Nov 12

Research Paper 2.0?

I’d be interested in hearing from THAT camp folks about how new media might work as part of the core of humanities assignments in college classes. I’ve worked as an instructor in video, audio, and digital image production, and completed an MFA in which digital media was at the core of 90% of our assignments. However, I’ve noticed that among my colleagues in the humanities straightforward research papers, essays, and written exams are still de rigueur, with few exceptions.

Many scholars of digital media and the new generation—Henry Jenkins, Clay Shirky, John Palfrey—suggest that the PC has heralded a second “Gutenberg age” of sorts. The ability to produce a short documentary, a podcast, a game, a web exhibit, or a slideshow is now within grasp. Many “digital natives” are able to quickly pick up skills with digital media, having a high familiarity with technology and media exposure. And new technologies and techniques will only become more popular and important with time.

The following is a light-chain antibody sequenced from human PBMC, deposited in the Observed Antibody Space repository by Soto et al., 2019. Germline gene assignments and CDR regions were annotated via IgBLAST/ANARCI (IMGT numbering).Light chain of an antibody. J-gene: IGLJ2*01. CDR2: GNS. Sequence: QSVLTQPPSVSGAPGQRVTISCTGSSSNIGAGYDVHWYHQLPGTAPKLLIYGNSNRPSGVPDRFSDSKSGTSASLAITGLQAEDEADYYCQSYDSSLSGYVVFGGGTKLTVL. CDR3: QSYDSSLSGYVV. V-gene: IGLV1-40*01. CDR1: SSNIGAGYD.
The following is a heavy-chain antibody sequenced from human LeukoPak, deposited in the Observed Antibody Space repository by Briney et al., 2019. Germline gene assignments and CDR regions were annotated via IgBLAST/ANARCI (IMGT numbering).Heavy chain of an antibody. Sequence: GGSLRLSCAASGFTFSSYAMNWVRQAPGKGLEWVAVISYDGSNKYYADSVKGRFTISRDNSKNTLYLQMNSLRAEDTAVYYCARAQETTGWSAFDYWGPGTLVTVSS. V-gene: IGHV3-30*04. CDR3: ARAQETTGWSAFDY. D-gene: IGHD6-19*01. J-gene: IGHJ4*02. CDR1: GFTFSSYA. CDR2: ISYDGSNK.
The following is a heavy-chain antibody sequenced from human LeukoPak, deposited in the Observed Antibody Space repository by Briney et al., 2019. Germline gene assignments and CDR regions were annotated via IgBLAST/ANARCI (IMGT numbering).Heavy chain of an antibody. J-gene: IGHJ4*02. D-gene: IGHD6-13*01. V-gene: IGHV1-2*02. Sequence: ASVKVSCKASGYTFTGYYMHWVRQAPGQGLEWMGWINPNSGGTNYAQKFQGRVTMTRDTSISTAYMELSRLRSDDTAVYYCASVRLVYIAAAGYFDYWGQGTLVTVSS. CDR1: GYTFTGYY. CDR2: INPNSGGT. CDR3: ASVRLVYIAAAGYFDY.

At the same time more humanities classrooms are assigning works of digital media as part of the “required reading.” Scholars are using digital media to collaborate and connect with one another. And there is an abundance of new original work that is could be considered scholarly in nature, but only exists in the form of digital media (just thinking of podcasts alone, this and this come to mind).

But I wonder: are classrooms and syllabi keeping up? How much are humanities instructors building non-traditional assignments into the core of their curricula? How can scholarship in digital formats be recognized by the academy? Will we one day be seeing essays in YouTube form, podcasts as final papers, Powerpoint presentations as final exams, and feature documentaries as dissertations?

Moving beyond using digital media tools in research, I’d like to discuss the advantages, disadvantages, and challenges with assigning projects that involve creating original video, audio, and images.

Skip to toolbar